A Story of Beach Cleaning by Keith Hunt
Written by Keith Hunt, local beach cleaner in West Somerset.
Published 13th April, 2022
Growing up at Dunster in West Somerset, I spent a lot of my childhood down at the beach and enjoyed beachcombing as the tide went out seeing what had washed in on the tide and imagining where in the world it might have come from. My first actual beach clean took place 50 years ago when my weekly children’s magazine ‘Look-in’ featured an article on Keep Britain Tidy and asked readers who lived near the beach to do a litter survey on a 200 yard section of beach and record the type of litter found and send in the survey results. The owners of the beach were impressed with what I was doing and asked if I would like to earn some pocket money during the school holiday which I did. Back then, plastic on the beach was limited to beach balls (often given away with a tank of petrol) and beach sandals. Bottles were glass and usually returnable for a deposit and there was no such thing as bottled water unless you filled it from a tap yourself!
Apart from 3 years working in London during the 1980’s, I have always stayed near the West Somerset coast and countryside where I always make sure I have a bag on me in case I find some litter.
Fast forward to 2017, I was invited to become a ‘Litter Heroes Ambassador’ for Keep Britain Tidy along with 99 others around the country to promote the work of the charity and encourage others to do the same. To date, there are now 300 of us who organise litter picks, talk to schools and groups about the difference they can make to our environment.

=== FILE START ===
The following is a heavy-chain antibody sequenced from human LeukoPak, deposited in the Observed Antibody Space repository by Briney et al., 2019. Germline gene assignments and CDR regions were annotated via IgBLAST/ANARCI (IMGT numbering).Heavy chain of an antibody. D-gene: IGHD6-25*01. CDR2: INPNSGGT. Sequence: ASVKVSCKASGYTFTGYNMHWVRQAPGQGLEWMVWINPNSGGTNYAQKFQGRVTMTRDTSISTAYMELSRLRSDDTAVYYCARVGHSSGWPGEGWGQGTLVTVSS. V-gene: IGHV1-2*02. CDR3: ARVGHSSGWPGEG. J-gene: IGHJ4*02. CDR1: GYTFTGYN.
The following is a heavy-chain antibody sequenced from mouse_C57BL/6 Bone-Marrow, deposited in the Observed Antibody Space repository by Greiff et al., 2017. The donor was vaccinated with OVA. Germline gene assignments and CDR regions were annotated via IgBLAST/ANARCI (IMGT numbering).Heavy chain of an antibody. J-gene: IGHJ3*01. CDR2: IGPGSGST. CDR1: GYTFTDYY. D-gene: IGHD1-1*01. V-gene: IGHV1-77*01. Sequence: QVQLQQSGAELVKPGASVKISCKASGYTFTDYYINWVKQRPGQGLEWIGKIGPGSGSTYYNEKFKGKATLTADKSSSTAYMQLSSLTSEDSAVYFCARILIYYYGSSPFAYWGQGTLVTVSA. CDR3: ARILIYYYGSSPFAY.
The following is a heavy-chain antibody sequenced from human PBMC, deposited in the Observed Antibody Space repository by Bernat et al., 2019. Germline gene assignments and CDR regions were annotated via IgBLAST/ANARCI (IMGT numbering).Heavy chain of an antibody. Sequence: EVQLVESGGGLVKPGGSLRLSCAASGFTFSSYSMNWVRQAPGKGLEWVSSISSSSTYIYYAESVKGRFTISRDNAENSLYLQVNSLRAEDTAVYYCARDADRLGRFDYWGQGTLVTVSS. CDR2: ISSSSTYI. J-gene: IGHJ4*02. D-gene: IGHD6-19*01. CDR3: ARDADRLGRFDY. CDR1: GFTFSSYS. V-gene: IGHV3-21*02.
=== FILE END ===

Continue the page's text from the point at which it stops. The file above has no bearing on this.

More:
I’m sorry to say that since my early litter picking days, the amount of rubbish on our beaches has increased dramatically with plastic bottles and packaging being the main problem. However, plastic fishing waste is also a huge problem with line often tangled up in seaweed and trawler net remains often washed up. During my holiday in the Hebrides last year, I was beach cleaning everyday and collected around half a ton of rubbish washed up but huge nets I found were impossible to move due to their weight. Again, plastic bottles were the main problem but it was rare to find a whole one plus the hundreds of bottle tops I found among the pebbles. Another plastic problem was coating from lobster and crab baskets which breaks away as the basket begins to rust.
On a positive note, there is more awareness about use of plastic and littering these days so hopefully, we might begin to see a slow reduction in what we find although it frightens me to think how little time plastic has existed and how much is in our oceans.